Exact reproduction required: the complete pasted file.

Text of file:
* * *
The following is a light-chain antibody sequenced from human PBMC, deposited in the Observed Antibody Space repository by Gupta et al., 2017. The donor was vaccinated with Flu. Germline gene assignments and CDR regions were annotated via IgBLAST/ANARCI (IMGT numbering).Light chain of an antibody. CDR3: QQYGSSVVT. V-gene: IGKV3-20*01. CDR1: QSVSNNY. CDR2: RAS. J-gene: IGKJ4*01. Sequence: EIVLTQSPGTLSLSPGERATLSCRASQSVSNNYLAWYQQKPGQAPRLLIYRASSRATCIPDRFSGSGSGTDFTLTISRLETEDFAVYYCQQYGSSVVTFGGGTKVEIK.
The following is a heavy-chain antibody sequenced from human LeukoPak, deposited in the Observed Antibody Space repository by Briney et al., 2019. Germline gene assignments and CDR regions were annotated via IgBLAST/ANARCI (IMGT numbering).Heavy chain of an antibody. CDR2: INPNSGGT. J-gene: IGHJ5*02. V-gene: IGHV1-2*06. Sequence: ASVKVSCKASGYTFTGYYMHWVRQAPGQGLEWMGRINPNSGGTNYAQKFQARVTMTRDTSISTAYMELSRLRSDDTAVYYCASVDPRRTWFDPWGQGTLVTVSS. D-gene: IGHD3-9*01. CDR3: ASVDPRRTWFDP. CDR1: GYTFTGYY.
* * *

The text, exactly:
The following is a light-chain antibody sequenced from human PBMC, deposited in the Observed Antibody Space repository by Gupta et al., 2017. The donor was vaccinated with Flu. Germline gene assignments and CDR regions were annotated via IgBLAST/ANARCI (IMGT numbering).Light chain of an antibody. CDR3: QQYGSSVVT. V-gene: IGKV3-20*01. CDR1: QSVSNNY. CDR2: RAS. J-gene: IGKJ4*01. Sequence: EIVLTQSPGTLSLSPGERATLSCRASQSVSNNYLAWYQQKPGQAPRLLIYRASSRATCIPDRFSGSGSGTDFTLTISRLETEDFAVYYCQQYGSSVVTFGGGTKVEIK.
The following is a heavy-chain antibody sequenced from human LeukoPak, deposited in the Observed Antibody Space repository by Briney et al., 2019. Germline gene assignments and CDR regions were annotated via IgBLAST/ANARCI (IMGT numbering).Heavy chain of an antibody. CDR2: INPNSGGT. J-gene: IGHJ5*02. V-gene: IGHV1-2*06. Sequence: ASVKVSCKASGYTFTGYYMHWVRQAPGQGLEWMGRINPNSGGTNYAQKFQARVTMTRDTSISTAYMELSRLRSDDTAVYYCASVDPRRTWFDPWGQGTLVTVSS. D-gene: IGHD3-9*01. CDR3: ASVDPRRTWFDP. CDR1: GYTFTGYY.